03
March
2016
|
10:03 PM
America/New_York

Historic threats must be addressed to delist Yellowstone grizzly

FOR IMMEDIATE RELEASE

Contact: Melanie Gade, mgade@defenders.org (202)772-0288

Date: March 3, 2016

Historic threats must be addressed to delist Yellowstone grizzly

MISSOULA, Mont. – Defenders of Wildlife is closely reviewing the U.S. Fish and Wildlife Service’s proposal announced today to delist the population of grizzlies in the Greater Yellowstone Ecosystem under the Endangered Species Act and assessing the extent to which long-standing threats to the population have been adequately addressed.

Defenders believes that if grizzlies are ultimately delisted in the Yellowstone area, their continued recovery will depend upon the following factors:

  •  A strong precautionary management approach and conservation commitment from the states to maintain a stable and sustainable population of bears
  • Increased social tolerance and public acceptance of sharing the landscape with this iconic species throughout its range
  • A commitment from the states and other relevant federal agencies to provide the opportunity for future connectivity to other grizzly bear populations beyond Yellowstone.

Jamie Rappaport Clark, President and CEO of Defenders of Wildlife, issued the following statement:

“Protection under the Endangered Species Act brought this population of grizzly bears back from fewer than 200 in 1975 to more than 700 bears today and is truly one of our nation’s greatest conservation success stories. It is therefore critical that this historic conservation achievement be maintained if there is a change in status under the Endangered Species Act. We will be carefully reviewing the management commitments for the species from the three affected states to assess whether they will provide for the sustainable, long-term conservation of this population of bears.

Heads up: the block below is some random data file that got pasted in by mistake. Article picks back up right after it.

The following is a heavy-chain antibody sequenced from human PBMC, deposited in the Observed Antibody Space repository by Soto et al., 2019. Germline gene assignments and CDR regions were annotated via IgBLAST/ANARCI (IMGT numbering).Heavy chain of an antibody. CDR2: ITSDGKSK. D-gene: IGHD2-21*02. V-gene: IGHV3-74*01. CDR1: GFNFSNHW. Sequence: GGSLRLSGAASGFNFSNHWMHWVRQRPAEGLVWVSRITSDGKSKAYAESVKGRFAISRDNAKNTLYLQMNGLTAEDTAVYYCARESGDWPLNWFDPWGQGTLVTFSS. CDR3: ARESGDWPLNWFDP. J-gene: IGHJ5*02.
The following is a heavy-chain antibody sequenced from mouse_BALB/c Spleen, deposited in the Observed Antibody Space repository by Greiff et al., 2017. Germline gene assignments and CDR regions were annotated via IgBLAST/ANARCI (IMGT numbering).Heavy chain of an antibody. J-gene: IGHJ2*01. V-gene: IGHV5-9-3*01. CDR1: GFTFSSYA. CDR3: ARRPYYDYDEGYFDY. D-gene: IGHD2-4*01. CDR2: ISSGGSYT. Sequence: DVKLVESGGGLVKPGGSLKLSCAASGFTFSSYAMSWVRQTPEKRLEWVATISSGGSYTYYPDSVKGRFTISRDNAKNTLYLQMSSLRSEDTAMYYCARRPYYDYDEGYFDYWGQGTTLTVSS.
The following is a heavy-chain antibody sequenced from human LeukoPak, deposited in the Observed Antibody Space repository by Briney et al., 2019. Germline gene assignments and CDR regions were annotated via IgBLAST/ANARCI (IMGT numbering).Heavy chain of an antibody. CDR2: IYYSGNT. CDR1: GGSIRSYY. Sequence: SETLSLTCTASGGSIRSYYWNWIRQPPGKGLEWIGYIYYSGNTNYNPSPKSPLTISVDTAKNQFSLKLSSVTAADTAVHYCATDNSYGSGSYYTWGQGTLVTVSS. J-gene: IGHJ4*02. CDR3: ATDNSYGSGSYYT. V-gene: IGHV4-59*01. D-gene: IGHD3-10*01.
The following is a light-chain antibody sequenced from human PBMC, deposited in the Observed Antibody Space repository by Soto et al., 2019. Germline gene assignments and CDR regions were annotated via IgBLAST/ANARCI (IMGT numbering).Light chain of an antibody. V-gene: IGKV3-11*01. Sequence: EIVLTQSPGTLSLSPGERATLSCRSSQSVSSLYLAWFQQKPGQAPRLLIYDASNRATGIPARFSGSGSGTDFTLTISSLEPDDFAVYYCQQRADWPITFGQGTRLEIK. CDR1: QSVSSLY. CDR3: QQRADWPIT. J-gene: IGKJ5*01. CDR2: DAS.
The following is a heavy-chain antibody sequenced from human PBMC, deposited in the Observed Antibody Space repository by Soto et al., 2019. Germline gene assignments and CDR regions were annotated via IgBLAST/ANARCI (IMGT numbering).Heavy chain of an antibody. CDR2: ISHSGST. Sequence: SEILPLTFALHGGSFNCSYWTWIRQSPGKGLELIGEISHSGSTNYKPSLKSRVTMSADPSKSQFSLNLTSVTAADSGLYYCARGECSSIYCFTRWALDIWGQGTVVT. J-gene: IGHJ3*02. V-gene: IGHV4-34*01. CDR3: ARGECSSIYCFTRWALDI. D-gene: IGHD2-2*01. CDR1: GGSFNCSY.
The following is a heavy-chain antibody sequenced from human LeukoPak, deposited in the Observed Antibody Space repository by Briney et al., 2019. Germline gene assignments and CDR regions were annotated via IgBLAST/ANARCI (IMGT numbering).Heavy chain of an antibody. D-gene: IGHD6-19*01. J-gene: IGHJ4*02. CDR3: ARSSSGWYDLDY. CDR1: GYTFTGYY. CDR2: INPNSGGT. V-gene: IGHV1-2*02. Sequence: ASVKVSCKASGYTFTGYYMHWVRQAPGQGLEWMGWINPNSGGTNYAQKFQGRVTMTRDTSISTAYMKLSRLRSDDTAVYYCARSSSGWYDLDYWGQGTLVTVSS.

“As grizzlies come back to areas they have not inhabited for over 100 years, there needs to be an expanded investment in on-the-ground coexistence measures that minimize conflicts between people and grizzlies. It will take a coordinated and dedicated effort by state and federal agencies, conservation organizations and those living, working and recreating in bear country to ensure a long-term future for these bears.”

Background:  Throughout the Northern Rockies, Defenders works closely with management agencies, other conservation groups and local residents to minimize conflict between bears and people. Since 1998, Defenders has invested over a million dollars on close to 300 on-the-ground projects including installing electric fencing around numerous bear attractants, purchasing bear resistant garbage containers for residents, and placing bear resistant food lockers in campgrounds. All of these measures reduce the likelihood of lethal bear/human conflicts and increase human tolerance for the presence of bears on the landscape. Defenders will also continue to work hard to ensure that adequate protections remain on our public lands for grizzly bears both within recovery areas and in important areas between bear populations. The long term health and resiliency of the Yellowstone grizzly population will require its connectivity with other populations.

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